SRV (SeRVice) records allow flexibility and stability to services making use of them. Like a "general use" MX record, the SRV records relate to a particular service of the domain, like FTP or SIP, rather than a specific machine the way A or C-name records do.
Several programs are starting to make use of SRV records for VOIP.
An OnSIP customer would create an SRV record to take the place of the domain.onsip.com address given by default. With an SRV record a user with the SIP address of:
could become just:
assuming that the user can create an SRV record for acme.com.
For OnSIP, when setting up a SRV record, the general settings are:
Name: acme.com (your domain name goes here)
TTL: 1 hour
In BIND, an SRV record would look like this:
_sip._udp.acme.com. 3600 IN SRV 0 0 5060 sip.onsip.com.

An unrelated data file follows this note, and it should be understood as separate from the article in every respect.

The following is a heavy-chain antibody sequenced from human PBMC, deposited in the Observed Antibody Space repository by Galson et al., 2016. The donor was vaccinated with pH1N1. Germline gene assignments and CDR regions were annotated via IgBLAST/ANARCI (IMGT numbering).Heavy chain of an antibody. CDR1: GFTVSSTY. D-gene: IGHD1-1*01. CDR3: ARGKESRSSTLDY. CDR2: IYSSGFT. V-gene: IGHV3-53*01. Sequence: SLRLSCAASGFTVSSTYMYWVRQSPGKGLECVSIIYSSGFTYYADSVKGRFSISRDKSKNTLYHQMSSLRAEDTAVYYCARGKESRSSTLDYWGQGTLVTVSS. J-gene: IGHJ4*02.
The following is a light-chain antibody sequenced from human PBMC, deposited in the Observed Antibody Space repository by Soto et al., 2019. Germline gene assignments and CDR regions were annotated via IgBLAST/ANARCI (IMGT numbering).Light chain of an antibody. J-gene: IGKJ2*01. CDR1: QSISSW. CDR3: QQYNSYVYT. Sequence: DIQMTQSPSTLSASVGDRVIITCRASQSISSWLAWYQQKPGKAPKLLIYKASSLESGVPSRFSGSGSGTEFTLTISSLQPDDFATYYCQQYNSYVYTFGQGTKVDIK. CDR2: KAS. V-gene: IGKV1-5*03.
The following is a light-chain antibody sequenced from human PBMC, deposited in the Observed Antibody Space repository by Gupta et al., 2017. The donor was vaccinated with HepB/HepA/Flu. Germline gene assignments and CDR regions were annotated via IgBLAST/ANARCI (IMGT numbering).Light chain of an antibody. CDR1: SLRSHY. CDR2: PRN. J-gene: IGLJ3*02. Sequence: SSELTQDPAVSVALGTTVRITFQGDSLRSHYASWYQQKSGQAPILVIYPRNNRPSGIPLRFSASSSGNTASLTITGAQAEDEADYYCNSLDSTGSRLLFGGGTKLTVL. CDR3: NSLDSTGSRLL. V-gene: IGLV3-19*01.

To test that the SRV record has been entered correctly you need to run the
dig command from a terminal window on a Unix/Linux system (including OS X).
For Windows see the
The following screen shot shows the command:
dig _sip._udp.bytetel.com SRV (replace bytetel.com with your domain name but keep everything else there).
If everything has been set up correctly you will get a confirmation answer:
This shows that the SIP SRV record for bytetel.com points to port 5060 at sip.onsip.com.
You need to add two (2) SRV records to make XMPP work. Note that the protocol is TCP and that the ports are specific to the service.
In BIND, the records look like:
_xmpp-client._tcp.acme.com. 3600 IN SRV 0 0 5222 xmpp-client.onsip.com.
_xmpp-server._tcp.acme.com. 3600 IN SRV 0 0 5269 xmpp-server.onsip.com.
You can look an example up using dig on junctionnetworks.com
$ dig _xmpp-client._tcp.junctionnetworks.com SRV
$ dig _xmpp-server._tcp.junctionnetworks.com SRV
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